As we prepare for the turkey, college football, and Black Friday deals coming up on this long weekend, I thought it would be good to reflect on what Thanksgiving meant to those who came before us. It just so happens that Thanksgiving Day 2015 will fall on November 26th, just like it did in 1789 when George Washington first issued his proclamation recommending a day of public thanksgiving and prayer.

Like the Americans of George’s day, we have a great deal to be thankful for. So, without further ado:

Issued by President George Washington, at the request of Congress, on October 3, 1789

By the President of the United States of America, a Proclamation.

Whereas it is the duty of all nations to acknowledge the providence of Almighty God, to obey His will, to be grateful for His benefits, and humbly to implore His protection and favor; and—Whereas both Houses of Congress have, by their joint committee, requested me “to recommend to the people of the United States a day of public thanksgiving and prayer, to be observed by acknowledging with grateful hearts the many and signal favors of Almighty God, especially by affording them an opportunity peaceably to establish a form of government for their safety and happiness:”

Now, therefore, I do recommend and assign Thursday, the 26th day of November next, to be devoted by the people of these States to the service of that great and glorious Being who is the beneficent author of all the good that was, that is, or that will be; that we may then all unite in rendering unto Him our sincere and humble thanks for His kind care and protection of the people of this country previous to their becoming a nation; for the signal and manifold mercies and the favor, able interpositions of His providence in the course and conclusion of the late war; for the great degree of tranquillity, union, and plenty which we have since enjoyed; for the peaceable and rational manner in which we have been enabled to establish constitutions of government for our safety and happiness, and particularly the national one now lately instituted; for the civil and religious liberty with which we are blessed, and the means we have of acquiring and diffusing useful knowledge; and, in general, for all the great and various favors which He has been pleased to confer upon us.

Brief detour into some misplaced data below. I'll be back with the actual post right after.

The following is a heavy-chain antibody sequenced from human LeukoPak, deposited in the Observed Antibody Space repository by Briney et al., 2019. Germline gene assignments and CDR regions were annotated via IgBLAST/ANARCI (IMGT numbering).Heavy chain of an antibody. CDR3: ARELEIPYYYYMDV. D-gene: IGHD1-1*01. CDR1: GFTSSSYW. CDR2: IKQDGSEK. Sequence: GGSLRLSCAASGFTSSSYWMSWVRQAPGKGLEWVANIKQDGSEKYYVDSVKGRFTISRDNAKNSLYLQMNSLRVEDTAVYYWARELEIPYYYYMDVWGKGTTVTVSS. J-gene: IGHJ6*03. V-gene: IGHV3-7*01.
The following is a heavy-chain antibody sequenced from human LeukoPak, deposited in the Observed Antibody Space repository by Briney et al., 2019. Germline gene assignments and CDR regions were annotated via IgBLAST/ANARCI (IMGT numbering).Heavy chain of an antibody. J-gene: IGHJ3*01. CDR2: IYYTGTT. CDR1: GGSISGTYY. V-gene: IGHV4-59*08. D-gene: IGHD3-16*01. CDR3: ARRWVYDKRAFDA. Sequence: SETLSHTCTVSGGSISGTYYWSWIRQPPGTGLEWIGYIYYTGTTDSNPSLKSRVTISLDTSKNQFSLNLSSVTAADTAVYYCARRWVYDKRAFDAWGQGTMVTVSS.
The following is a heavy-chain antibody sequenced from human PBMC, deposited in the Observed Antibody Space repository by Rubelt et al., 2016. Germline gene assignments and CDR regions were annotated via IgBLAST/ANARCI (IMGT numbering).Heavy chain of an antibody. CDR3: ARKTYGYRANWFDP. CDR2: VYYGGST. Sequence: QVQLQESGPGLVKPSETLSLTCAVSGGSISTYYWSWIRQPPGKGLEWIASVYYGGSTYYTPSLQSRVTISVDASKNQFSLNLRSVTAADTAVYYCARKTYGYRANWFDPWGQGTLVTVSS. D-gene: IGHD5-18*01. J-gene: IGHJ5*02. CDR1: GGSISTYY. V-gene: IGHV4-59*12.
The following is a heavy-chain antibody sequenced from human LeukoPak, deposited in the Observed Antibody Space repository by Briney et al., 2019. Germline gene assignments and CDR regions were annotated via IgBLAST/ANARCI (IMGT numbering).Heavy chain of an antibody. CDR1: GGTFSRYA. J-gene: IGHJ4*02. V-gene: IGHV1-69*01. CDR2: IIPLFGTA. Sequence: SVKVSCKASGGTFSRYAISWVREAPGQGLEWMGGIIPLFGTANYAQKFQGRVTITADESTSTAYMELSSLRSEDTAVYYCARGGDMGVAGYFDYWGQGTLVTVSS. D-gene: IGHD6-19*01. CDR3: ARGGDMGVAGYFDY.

And also that we may then unite in most humbly offering our prayers and supplications to the great Lord and Ruler of Nations, and beseech Him to pardon our national and other trangressions; to enable us all, whether in public or private stations, to perform our several and relative duties properly and punctually; to render our National Government a blessing to all the people by constantly being a Government of wise, just, and constitutional laws, discreetly and faithfully executed and obeyed; to protect and guide all sovereigns and nations (especially such as have shown kindness to us), and to bless them with good governments, peace, and concord; to promote the knowledge and practice of true religion and virtue, and the increase of science among them and us; and, generally, to grant unto all mankind such a degree of temporal prosperity as He alone knows to be best.

Given under my hand at the City of New York the third day of October in the year of our Lord 1789.

Go. Washington

Not sexy

Last week I read a great article over at Written by Andrew Yang, it’s titled “We’re Bringing Unsexy Back to Entrepreneurship.